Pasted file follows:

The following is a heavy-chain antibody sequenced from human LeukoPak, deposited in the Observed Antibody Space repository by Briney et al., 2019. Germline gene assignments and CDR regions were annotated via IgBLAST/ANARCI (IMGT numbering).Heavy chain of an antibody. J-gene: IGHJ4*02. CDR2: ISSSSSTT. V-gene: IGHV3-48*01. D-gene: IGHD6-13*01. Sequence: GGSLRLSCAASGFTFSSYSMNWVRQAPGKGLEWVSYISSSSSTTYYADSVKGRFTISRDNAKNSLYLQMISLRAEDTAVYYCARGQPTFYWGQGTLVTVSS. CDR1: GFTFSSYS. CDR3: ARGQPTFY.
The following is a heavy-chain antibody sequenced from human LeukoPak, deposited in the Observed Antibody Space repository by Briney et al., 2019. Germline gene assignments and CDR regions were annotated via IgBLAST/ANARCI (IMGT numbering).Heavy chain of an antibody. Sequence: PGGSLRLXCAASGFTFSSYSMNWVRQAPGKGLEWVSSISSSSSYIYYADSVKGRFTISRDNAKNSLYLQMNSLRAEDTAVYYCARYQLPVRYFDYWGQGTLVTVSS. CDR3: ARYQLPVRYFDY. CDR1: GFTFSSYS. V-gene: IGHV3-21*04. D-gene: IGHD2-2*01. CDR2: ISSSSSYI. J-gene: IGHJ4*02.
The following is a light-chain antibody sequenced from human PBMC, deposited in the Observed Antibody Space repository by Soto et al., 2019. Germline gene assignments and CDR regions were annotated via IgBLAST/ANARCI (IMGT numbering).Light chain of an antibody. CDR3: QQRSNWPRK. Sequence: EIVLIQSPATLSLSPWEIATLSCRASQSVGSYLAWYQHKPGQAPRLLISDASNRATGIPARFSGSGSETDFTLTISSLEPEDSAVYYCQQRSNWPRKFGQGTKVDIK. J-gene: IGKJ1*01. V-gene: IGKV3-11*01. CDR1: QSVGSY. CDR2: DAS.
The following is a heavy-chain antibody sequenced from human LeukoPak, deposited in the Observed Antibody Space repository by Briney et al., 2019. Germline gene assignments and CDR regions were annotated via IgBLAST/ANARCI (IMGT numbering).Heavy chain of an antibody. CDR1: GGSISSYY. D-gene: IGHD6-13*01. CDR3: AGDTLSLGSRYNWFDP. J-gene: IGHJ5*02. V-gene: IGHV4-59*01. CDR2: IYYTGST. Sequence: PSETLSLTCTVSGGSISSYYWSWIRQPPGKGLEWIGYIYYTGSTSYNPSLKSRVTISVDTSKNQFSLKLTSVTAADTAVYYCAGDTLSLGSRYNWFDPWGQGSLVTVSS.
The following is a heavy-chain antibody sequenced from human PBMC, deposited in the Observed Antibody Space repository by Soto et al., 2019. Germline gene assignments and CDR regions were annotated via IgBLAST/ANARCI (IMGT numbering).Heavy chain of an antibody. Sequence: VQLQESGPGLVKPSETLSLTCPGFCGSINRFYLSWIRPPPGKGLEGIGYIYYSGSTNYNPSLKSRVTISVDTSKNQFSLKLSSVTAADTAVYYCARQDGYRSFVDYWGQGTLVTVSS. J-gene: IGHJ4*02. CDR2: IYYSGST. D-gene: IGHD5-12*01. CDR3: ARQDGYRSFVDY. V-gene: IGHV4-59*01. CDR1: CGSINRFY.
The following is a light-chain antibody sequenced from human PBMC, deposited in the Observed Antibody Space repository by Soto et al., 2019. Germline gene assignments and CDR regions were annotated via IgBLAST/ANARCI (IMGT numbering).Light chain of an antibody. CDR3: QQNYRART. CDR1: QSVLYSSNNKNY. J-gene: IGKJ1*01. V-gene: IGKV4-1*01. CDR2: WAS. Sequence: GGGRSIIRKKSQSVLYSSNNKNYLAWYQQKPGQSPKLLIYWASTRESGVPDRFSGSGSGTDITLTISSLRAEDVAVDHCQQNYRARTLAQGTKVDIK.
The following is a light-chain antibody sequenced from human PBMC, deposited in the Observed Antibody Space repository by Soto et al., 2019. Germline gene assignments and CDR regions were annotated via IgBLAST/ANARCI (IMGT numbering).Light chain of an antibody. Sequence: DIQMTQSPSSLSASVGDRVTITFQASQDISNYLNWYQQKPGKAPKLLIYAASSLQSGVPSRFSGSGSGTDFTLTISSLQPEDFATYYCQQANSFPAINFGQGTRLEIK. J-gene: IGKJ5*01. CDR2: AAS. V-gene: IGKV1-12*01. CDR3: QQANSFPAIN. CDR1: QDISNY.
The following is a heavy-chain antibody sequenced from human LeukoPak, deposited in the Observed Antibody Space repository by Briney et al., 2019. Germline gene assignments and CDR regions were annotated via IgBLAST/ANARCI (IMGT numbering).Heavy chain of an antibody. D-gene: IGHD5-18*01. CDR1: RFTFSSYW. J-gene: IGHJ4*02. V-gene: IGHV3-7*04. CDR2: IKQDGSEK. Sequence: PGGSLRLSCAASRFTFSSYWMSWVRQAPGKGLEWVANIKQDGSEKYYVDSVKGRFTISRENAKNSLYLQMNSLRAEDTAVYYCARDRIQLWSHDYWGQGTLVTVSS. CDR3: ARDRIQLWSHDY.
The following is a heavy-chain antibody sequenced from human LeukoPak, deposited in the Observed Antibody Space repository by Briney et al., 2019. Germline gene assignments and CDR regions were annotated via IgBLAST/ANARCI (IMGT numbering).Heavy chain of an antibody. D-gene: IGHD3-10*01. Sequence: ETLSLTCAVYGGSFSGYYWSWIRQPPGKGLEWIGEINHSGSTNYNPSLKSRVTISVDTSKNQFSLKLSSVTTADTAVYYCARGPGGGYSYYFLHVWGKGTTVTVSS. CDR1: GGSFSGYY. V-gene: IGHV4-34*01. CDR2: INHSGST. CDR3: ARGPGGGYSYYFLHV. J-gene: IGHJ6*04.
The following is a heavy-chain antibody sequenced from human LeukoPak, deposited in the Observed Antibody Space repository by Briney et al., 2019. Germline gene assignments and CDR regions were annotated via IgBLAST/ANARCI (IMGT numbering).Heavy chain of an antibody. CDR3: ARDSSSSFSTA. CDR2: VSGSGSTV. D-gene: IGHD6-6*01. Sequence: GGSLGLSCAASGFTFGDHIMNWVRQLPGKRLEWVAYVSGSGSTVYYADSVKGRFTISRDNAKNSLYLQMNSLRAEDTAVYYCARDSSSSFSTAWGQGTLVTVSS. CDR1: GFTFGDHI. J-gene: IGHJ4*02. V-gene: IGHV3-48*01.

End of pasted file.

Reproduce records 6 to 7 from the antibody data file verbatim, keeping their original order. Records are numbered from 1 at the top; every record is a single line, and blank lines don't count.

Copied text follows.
The following is a light-chain antibody sequenced from human PBMC, deposited in the Observed Antibody Space repository by Soto et al., 2019. Germline gene assignments and CDR regions were annotated via IgBLAST/ANARCI (IMGT numbering).Light chain of an antibody. CDR3: QQNYRART. CDR1: QSVLYSSNNKNY. J-gene: IGKJ1*01. V-gene: IGKV4-1*01. CDR2: WAS. Sequence: GGGRSIIRKKSQSVLYSSNNKNYLAWYQQKPGQSPKLLIYWASTRESGVPDRFSGSGSGTDITLTISSLRAEDVAVDHCQQNYRARTLAQGTKVDIK.
The following is a light-chain antibody sequenced from human PBMC, deposited in the Observed Antibody Space repository by Soto et al., 2019. Germline gene assignments and CDR regions were annotated via IgBLAST/ANARCI (IMGT numbering).Light chain of an antibody. Sequence: DIQMTQSPSSLSASVGDRVTITFQASQDISNYLNWYQQKPGKAPKLLIYAASSLQSGVPSRFSGSGSGTDFTLTISSLQPEDFATYYCQQANSFPAINFGQGTRLEIK. J-gene: IGKJ5*01. CDR2: AAS. V-gene: IGKV1-12*01. CDR3: QQANSFPAIN. CDR1: QDISNY.